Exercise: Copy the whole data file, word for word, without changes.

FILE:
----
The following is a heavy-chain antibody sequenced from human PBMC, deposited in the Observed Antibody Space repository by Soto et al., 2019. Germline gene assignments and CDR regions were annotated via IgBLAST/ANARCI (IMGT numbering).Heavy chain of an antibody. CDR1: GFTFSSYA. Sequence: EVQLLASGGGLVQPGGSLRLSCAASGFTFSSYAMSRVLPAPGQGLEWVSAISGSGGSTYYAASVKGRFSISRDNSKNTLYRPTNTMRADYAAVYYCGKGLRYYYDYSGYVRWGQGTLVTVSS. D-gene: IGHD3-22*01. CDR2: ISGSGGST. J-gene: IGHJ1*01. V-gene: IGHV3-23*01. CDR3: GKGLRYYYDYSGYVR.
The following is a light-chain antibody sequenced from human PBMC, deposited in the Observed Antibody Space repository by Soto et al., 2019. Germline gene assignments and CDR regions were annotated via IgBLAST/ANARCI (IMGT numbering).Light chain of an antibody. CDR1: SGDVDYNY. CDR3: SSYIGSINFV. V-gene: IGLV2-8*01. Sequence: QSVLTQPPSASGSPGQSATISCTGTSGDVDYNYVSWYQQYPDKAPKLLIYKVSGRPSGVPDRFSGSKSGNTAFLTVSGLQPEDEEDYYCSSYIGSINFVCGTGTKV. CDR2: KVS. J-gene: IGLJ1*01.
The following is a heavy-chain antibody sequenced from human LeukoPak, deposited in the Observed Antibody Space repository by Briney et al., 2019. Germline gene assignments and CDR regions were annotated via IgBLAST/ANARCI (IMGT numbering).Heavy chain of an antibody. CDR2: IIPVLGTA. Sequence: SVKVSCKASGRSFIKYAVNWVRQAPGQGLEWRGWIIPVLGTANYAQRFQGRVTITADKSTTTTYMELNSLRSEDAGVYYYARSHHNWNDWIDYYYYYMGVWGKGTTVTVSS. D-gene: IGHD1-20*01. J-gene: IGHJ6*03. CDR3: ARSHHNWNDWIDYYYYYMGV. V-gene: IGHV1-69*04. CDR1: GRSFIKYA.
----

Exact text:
The following is a heavy-chain antibody sequenced from human PBMC, deposited in the Observed Antibody Space repository by Soto et al., 2019. Germline gene assignments and CDR regions were annotated via IgBLAST/ANARCI (IMGT numbering).Heavy chain of an antibody. CDR1: GFTFSSYA. Sequence: EVQLLASGGGLVQPGGSLRLSCAASGFTFSSYAMSRVLPAPGQGLEWVSAISGSGGSTYYAASVKGRFSISRDNSKNTLYRPTNTMRADYAAVYYCGKGLRYYYDYSGYVRWGQGTLVTVSS. D-gene: IGHD3-22*01. CDR2: ISGSGGST. J-gene: IGHJ1*01. V-gene: IGHV3-23*01. CDR3: GKGLRYYYDYSGYVR.
The following is a light-chain antibody sequenced from human PBMC, deposited in the Observed Antibody Space repository by Soto et al., 2019. Germline gene assignments and CDR regions were annotated via IgBLAST/ANARCI (IMGT numbering).Light chain of an antibody. CDR1: SGDVDYNY. CDR3: SSYIGSINFV. V-gene: IGLV2-8*01. Sequence: QSVLTQPPSASGSPGQSATISCTGTSGDVDYNYVSWYQQYPDKAPKLLIYKVSGRPSGVPDRFSGSKSGNTAFLTVSGLQPEDEEDYYCSSYIGSINFVCGTGTKV. CDR2: KVS. J-gene: IGLJ1*01.
The following is a heavy-chain antibody sequenced from human LeukoPak, deposited in the Observed Antibody Space repository by Briney et al., 2019. Germline gene assignments and CDR regions were annotated via IgBLAST/ANARCI (IMGT numbering).Heavy chain of an antibody. CDR2: IIPVLGTA. Sequence: SVKVSCKASGRSFIKYAVNWVRQAPGQGLEWRGWIIPVLGTANYAQRFQGRVTITADKSTTTTYMELNSLRSEDAGVYYYARSHHNWNDWIDYYYYYMGVWGKGTTVTVSS. D-gene: IGHD1-20*01. J-gene: IGHJ6*03. CDR3: ARSHHNWNDWIDYYYYYMGV. V-gene: IGHV1-69*04. CDR1: GRSFIKYA.